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India's Top Court Says Pegasus Snoopgate 'Serious if Reports Are Correct' Amid Government's Silence

© AFP 2022 / SAJJAD HUSSAIN Indian Supreme court in New Delhi
 Indian Supreme court in New Delhi - Sputnik International, 1920, 05.08.2021
On 27 July, senior Indian journalists approached the Supreme Court of India demanding an independent investigation into the Pegasus spyware case. According to a bombshell report by a consortium of media outlets, the Israeli-made Pegasus spyware could potentially be snooping on over 50,000 influential people worldwide, including in India.
The Supreme Court of India on Thursday said the Pegasus spyware controversy was a serious affair, if the developments being reported by the media are to be believed.
The court was hearing a  set of petitions filed by members of the media community, seeking quick investigation.
India's opposition parties have accused Prime Minister Narendra Modi's government of being involved in this spy attack that targeted Indian journalists, scientists and politicians in order to curb dissent, something which the government has vehemently denied.
"No doubt the allegations are serious, if the reports on it are correct. The truth has to come out," a two-member bench, headed by Chief Justice N.V. Ramana said.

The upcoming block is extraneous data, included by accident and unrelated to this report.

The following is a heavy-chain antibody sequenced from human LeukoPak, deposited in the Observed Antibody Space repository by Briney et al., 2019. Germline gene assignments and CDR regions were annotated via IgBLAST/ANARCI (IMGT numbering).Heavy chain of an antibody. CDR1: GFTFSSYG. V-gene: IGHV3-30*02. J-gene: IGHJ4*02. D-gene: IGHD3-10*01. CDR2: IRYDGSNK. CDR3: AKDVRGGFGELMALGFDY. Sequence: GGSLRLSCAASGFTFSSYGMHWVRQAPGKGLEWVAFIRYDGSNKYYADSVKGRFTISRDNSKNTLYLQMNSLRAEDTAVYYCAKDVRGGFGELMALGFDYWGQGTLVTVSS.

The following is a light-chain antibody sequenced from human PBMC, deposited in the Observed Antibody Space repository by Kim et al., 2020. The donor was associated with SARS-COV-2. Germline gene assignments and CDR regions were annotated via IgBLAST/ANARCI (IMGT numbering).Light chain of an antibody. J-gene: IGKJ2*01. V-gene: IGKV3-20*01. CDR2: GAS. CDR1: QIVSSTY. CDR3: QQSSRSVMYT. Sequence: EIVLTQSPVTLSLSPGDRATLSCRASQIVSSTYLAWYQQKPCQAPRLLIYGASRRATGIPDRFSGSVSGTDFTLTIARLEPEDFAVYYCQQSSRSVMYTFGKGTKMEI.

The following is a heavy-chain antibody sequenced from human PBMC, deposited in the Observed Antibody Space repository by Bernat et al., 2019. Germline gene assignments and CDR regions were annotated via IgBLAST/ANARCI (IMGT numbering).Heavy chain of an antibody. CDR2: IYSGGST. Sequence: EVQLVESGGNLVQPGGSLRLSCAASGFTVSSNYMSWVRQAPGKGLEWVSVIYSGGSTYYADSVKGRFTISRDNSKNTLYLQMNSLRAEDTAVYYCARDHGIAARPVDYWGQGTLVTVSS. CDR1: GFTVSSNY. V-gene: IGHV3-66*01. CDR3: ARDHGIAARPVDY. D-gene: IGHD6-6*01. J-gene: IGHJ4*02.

India's top court has directed the petitioners, including the Editors Guild of India, to serve a copy of their petitions to the national government.
​The next hearing in the case has been scheduled for next week; representatives from the central government have also been summoned. 
The development comes at a time when the Modi government is seemingly dodging confrontation over the Pegasus spyware case that ostensibly violated the privacy of Indian nationals. 
In recent days, the ongoing monsoon session of the Parliament has been disrupted several times with sloganeering by the opposition parties demanding an immediate inquiry into the Pegasus row. 
Last month, Indian IT Minister Ashwini Vaishnaw said that the speculation that the government is somehow involved in the spying row is baseless.
Since then, the topic has not been addressed in detail by the government.
Pegasus' developer, the Israeli company NSO Group, has previously said that it sells the spyware to governments mainly to help security agencies keep track of unlawful or terrorist activities. 
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